Google I/O 2012: What to expect
June has been a busy month in tech. First, we had Apple’s WWDC, and last week it was all about Microsoft’s Windows 8 and Windows Phone 8. Now it is Google’s time to shine with the Google I/O conference at San Francisco’s Moscone Center. This annual event is where Google makes major announcements about upcoming products and services. At last year’s I/O, Google introduced Android Ice Cream Sandwich (4.0) as well as Google Chromebooks.
Google I/O starts this Wednesday, June 27 and lasts until Friday, June 29 with keynotes on Day 1 and Day 2. The PCWorld and TechHive team will be in full force at Google I/O, bringing you photos, keynote liveblogs, and news coverage on all of Google's announcements. While Google always has a few surprises in store for Google I/O, here are of some of the products we expect to hear more about at the show.
First came the phone, next comes the tablet: The Nexus Tablet, that is. Google is expected to introduce a 7-inch tablet aimed to compete with the Kindle Fire and Barnes & Noble Nook Tablet. The Nexus 7, as one rumored training document calls it, will cost $199 for an 8GB version, and $249 for a 16GB version. The tablet will likely be based on the Asus MeMo 370T Tegra 3 tablet shown at CES 2012. Rumors put the specs at 1.3GHz quad-core Tegra 3, 1GB of RM, and a high-resolution 1280 by 800 pixel IPS display. Other features will include NFC, Android Beam, and Google Wallet. As for operating system: Word has it we’ll see the oft-mentioned Jelly Bean, which we expect to hear more about.
Those specs would make the Nexus an enticing alternative to tablets like Kindle Fire and Nook Tablet. It would force competitive tablet makers to re-evaluate their offerings. Toshiba’s competitive Excite 7.7 tablet has the same resolution and packs a Tegra 3 and 16GB, but it also costs twice the price.
Other than the rumor that the Galaxy Nexus would be the first phone to receive Android Jelly Bean, we know next to nothing about this dessert-themed update. If Google does announce its Nexus Tablet at the show, there's a good chance that it too will ship with Jelly Bean installed. All signs point to Jelly Bean being an incremental update over Android Ice Cream Sandwich, rather than a major revision - think 4.1 rather than 5.0. The one thing we do know is that we'll likely hear more about this latest Android OS at the Android keynote Wednesday morning.
Another rumor: Google will introduce its own voice assistant, vis a vis Apple’s Siri. Rumored to be called “Majel,” the feature will likely build upon Google Voice Actions and use natural language commands.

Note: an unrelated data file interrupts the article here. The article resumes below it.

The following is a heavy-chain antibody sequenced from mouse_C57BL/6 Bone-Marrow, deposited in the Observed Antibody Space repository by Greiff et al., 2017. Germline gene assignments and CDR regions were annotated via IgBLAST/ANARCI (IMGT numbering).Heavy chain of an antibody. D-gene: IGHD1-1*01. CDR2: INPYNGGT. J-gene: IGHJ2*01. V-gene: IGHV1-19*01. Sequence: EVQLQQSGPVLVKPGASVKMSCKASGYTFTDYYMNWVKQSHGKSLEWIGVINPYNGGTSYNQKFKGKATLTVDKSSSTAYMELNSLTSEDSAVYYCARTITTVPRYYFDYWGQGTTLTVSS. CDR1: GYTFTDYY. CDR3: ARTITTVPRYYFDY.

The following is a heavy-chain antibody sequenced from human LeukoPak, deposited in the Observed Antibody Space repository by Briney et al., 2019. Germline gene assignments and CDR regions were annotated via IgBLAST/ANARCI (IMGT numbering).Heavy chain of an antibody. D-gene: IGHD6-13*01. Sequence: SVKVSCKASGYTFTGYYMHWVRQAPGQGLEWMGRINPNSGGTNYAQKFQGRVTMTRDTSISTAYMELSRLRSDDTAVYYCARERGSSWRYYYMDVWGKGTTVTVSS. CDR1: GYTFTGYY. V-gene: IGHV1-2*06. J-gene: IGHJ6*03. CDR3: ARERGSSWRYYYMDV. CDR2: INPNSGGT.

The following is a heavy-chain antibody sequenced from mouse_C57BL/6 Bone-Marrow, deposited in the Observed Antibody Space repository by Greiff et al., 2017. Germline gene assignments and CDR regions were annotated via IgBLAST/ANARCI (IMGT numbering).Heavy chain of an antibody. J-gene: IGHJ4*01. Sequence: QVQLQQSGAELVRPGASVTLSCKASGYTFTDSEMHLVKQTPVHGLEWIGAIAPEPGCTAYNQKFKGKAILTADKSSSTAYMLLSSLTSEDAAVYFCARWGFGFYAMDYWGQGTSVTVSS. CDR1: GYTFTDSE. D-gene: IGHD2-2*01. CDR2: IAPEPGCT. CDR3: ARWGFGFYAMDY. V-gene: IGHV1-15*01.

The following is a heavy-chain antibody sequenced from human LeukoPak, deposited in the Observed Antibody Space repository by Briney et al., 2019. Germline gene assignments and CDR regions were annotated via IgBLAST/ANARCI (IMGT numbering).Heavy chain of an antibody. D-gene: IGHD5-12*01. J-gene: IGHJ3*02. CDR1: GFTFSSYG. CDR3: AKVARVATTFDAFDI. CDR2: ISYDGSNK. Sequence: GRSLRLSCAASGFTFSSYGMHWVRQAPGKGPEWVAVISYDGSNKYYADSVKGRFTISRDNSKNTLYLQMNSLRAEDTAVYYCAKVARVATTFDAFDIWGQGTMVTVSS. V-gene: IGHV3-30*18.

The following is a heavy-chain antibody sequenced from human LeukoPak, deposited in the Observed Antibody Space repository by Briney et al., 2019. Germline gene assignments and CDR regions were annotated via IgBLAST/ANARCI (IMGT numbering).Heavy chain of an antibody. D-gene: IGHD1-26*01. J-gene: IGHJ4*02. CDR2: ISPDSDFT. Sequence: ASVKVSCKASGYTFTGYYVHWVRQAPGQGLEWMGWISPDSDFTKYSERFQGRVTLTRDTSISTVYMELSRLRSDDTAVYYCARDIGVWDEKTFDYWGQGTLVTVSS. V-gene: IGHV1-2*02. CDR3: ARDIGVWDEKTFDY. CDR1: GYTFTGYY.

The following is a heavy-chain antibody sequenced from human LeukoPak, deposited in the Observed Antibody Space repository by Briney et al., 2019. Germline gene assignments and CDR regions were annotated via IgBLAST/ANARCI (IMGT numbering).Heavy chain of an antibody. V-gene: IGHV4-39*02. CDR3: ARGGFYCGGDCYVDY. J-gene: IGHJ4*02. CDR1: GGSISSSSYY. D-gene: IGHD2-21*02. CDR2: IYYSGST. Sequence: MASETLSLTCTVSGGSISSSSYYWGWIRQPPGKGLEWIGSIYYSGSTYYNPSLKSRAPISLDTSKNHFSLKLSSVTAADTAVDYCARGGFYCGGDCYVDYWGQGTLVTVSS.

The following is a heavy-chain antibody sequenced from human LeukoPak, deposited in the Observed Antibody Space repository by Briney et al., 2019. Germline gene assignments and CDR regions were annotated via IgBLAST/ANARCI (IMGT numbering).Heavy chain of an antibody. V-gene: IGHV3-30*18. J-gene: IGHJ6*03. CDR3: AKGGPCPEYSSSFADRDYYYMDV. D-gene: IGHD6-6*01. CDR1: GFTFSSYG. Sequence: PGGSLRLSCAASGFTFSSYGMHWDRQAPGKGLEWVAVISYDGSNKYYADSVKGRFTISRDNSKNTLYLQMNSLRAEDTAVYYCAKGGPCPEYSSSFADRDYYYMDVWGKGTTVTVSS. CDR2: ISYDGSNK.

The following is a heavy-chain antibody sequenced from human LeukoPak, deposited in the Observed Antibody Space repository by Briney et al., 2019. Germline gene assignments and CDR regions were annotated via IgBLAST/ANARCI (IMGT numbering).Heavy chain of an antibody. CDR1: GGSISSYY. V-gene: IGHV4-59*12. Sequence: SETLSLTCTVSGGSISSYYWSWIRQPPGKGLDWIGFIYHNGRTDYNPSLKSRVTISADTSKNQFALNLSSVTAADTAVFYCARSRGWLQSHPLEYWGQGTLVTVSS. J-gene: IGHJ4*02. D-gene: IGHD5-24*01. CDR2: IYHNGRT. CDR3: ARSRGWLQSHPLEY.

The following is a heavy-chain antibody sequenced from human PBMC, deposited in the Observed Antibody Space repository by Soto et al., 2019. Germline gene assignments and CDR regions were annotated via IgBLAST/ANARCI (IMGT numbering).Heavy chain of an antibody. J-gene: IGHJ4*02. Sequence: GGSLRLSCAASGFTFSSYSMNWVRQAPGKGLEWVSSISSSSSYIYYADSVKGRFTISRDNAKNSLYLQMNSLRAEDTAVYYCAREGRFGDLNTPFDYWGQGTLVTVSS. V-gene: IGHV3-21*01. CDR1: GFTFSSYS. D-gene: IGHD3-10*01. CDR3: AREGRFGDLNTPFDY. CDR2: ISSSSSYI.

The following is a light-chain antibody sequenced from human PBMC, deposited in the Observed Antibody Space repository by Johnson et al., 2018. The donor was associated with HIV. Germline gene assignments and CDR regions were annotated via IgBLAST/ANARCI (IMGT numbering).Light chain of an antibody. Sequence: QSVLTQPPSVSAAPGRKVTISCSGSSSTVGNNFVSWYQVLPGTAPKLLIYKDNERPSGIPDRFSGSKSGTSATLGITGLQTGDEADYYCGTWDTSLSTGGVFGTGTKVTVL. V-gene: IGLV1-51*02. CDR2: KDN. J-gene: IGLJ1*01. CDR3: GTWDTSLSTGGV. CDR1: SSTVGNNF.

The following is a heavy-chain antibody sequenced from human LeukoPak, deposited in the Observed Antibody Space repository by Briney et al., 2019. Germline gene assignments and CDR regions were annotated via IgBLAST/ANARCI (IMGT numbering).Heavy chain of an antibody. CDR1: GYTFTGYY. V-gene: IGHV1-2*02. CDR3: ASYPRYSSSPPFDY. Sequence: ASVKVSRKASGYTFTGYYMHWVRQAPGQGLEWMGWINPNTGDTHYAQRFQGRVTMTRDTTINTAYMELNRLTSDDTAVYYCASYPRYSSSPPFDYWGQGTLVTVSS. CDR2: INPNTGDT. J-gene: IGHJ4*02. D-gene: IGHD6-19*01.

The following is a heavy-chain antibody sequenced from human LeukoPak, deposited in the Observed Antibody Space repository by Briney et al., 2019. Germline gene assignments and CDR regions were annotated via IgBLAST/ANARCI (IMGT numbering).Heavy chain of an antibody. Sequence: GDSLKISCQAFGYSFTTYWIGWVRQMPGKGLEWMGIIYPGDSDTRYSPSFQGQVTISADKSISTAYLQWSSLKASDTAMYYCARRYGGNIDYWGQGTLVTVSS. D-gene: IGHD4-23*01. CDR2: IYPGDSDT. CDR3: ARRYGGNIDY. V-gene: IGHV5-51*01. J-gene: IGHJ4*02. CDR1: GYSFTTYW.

While Android gets most of the fanfare at Google I/O, expect Google to announce some Chrome-related news at Day 2’s keynote. Last year, we saw the dawning of Chromebooks, laptops running Google’s Linux-based operating system. And last month, Google introduced a new version of Chrome OS, as well as updated Chromebooks and its first Chromebox, a Samsung-built diminutive desktop system. This year, we’ll hopefully hear more about Google’s plans and vision for the operating system.
Google TV had a rough year. Many of the promises and potential introduced at last year’s Google I/O failed to happen, or did not have the intended impact. Sony introduced a set-top box with Google TV on-board at the start of this week, though; and Google has a track dedicated to its living room OS, so the company appears dedicated to it.
Google needs to pull out all the stops in its play for the living room. With Microsoft’s Windows 8 coming later this year, continual enhancements to Xbox 360, and Apple continuing to make a push for the living room, Google has a wide opportunity to bring Android to the television, and to tie the television and living room in with its phones and tablets.
We must admit that we were blown away by Google's video showing off Project Glass. We were excited by the idea of glasses that let us take pictures, video chat, and post things to Google+ (okay, maybe not so much that last one), all from a slick looking interface. Unfortunately Google would go on to admit that it might have oversold us on Project Glass, stating that it would be able to take pictures—but that some of the things it showed off during the Project Glass teaser reel were still far away. Google I/O seems like the perfect place for Google to show off another feature of Project Glass and maybe start giving out development kits to the developers in attendance.
Google remains tight-lipped about what we’ll see so we’re sure that there will be even more news announced this week. Check PCWorld and TechHive for all of the latest Google news and photos from Moscone Center in San Francisco!
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